After snapping a few pictures at the waterfront, I turned back to the MRT station for the return trip to Changi Airport.

I just love how peaceful and well-designed Changi is and it for sure ranks among my top five airports in the entire world. In fact, it might very well be my favourite airport of them all.

Singapore Changi Airport is huge and there is so much to see and do that you don’t even have to leave the airport premises if you have a short layover or stopover.

There are lots of shops to browse through and all kinds of different food outlets to enjoy, which means that time will fly by fast if you only have a short layover at Singapore Airport.

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Singapore Changi Airport. ©Paliparan
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Check-in desks at Singapore Changi Airport. ©Paliparan
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Singapore Changi Airport. ©Paliparan
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Singapore Changi Airport. ©Paliparan
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Singapore Changi Airport. ©Paliparan

Skytrain

You can freely move between Terminals 1, 2 and 3 of Singapore Airport by using the Changi Airport Skytrain, an automated people mover (APM) system.

Even though my flight would depart from Terminal 2, I first headed to Terminal 3 as it’s by far the nicest terminal of Singapore Airport to explore. Besides, it also has a butterfly garden – which is a cool attraction in its own right!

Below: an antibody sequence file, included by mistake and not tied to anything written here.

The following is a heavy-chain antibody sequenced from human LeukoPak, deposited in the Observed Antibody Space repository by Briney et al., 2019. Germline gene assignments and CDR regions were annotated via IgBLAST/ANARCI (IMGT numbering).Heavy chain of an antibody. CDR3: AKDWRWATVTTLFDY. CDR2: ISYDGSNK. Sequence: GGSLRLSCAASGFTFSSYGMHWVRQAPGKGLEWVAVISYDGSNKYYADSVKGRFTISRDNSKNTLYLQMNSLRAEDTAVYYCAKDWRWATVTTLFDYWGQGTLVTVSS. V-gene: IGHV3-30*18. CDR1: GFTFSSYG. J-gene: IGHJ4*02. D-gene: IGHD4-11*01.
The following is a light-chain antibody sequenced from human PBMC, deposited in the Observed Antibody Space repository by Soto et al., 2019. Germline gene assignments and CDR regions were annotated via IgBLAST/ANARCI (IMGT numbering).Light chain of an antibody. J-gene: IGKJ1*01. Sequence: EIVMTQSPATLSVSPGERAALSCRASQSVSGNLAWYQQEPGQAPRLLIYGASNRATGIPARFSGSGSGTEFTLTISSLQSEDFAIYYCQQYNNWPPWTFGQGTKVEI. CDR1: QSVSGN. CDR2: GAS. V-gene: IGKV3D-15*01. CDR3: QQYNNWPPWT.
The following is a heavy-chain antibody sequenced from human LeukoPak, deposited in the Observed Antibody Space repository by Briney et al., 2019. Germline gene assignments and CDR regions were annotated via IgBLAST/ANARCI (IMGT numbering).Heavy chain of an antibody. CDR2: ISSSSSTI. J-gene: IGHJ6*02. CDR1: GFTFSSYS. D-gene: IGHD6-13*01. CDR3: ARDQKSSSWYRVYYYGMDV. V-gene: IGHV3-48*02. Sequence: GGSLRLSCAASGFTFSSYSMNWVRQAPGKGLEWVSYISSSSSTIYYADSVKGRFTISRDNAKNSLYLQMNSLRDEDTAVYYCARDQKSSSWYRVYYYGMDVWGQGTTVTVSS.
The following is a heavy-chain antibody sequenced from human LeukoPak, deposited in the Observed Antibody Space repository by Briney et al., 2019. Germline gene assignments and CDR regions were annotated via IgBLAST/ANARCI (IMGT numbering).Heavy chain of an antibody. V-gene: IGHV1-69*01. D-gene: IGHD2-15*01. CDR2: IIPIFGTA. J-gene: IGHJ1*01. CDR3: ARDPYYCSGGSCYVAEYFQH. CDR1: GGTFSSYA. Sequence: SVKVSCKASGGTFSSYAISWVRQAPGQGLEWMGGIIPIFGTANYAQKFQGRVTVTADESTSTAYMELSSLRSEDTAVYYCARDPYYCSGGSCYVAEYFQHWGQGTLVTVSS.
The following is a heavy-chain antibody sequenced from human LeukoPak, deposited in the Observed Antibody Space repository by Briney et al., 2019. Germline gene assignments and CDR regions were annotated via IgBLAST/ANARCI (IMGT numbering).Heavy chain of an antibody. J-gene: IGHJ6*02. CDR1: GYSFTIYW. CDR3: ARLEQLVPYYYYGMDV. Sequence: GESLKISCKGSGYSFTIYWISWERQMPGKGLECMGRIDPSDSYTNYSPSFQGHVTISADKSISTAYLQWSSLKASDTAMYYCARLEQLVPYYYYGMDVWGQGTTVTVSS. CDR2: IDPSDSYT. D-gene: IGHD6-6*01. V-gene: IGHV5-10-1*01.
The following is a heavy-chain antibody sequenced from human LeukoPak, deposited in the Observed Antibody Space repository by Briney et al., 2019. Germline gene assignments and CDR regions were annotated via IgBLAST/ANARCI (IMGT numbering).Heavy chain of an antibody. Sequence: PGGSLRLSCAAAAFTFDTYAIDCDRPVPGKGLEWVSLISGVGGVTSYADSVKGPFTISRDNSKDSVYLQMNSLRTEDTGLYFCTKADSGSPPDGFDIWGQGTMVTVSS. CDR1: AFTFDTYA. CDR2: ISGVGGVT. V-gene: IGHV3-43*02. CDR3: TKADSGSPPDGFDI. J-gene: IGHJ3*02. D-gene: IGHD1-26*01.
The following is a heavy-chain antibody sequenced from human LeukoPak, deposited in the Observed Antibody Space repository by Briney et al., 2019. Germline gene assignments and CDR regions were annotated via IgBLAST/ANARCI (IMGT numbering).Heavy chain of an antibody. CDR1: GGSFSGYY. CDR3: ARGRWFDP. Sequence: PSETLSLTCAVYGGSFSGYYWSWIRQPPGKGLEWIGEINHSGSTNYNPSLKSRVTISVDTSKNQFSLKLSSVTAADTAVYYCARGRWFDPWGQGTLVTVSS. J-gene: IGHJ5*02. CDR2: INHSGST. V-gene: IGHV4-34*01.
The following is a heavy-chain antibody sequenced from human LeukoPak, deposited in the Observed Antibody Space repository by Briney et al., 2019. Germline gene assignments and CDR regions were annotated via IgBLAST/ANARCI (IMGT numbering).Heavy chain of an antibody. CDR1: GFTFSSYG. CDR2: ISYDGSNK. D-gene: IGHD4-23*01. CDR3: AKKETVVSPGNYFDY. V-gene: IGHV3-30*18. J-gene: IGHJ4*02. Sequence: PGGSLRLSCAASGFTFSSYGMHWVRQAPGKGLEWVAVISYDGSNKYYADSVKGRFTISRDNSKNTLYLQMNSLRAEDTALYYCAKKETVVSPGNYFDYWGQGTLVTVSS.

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Singapore Changi Airport terminal 3. ©Paliparan
singapore changi airport
Singapore Changi Airport terminal 3. ©Paliparan
singapore changi airport
Singapore Changi Airport terminal 3. ©Paliparan

Butterfly Garden

If you only have a short layover at Singapore Airport, I would highly suggest to make the trek to Terminal 3 to see the lovely butterfly garden as it’s such a beautiful spot.

I just love the place and I always make a quick visit when I’m at Changi. Besides the simple fact that the butterflies are amazingly beautiful to watch, I also find it extremely relaxing to take a walk around this tropical garden.

The note at the entrance of the butterfly garden is by the way downright hilarious. It reads: “Note to visitors: Our butterflies are harmless.”

Harmless butterflies? As opposed to what? Predatory butterflies?

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The hilarious note at the entrance to the butterfly garden which implies there are also dangerous butterflies. ©Paliparan
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The butterfly garden in Terminal 3 of Singapore Changi Airport. ©Paliparan
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Singapore Airport butterfly garden. ©Paliparan
butterfly garden
Singapore Airport butterfly garden. ©Paliparan
butterfly garden
Singapore Airport butterfly garden. ©Paliparan
butterfly garden
Singapore Airport butterfly garden. ©Paliparan
butterfly garden
Singapore Airport butterfly garden. ©Paliparan

Swimming pool

There are two other great ways how to spend your Singapore Airport layover. What about having a swim in an outdoor swimming pool while overlooking the tarmac and planes down below?

The Aerotel Airport Transit Hotel in Terminal 1 has such an outdoor swimming pool. Hotel guests get complimentary access, but even if you don’t have a room booked you can use the swimming pool for a minor fee of 17 Singapore dollars (10.60 EUR). Towels and even a complimentary non-alcoholic cocktail are provided!

Unfortunately, I never had the time to check it out myself, so let’s hope there will be a future opportunity to take a refreshing dip!

Jewel at Changi

Something which was not yet ready when I made this trip to Singapore but which has been completed now is the Jewel at Changi Airport.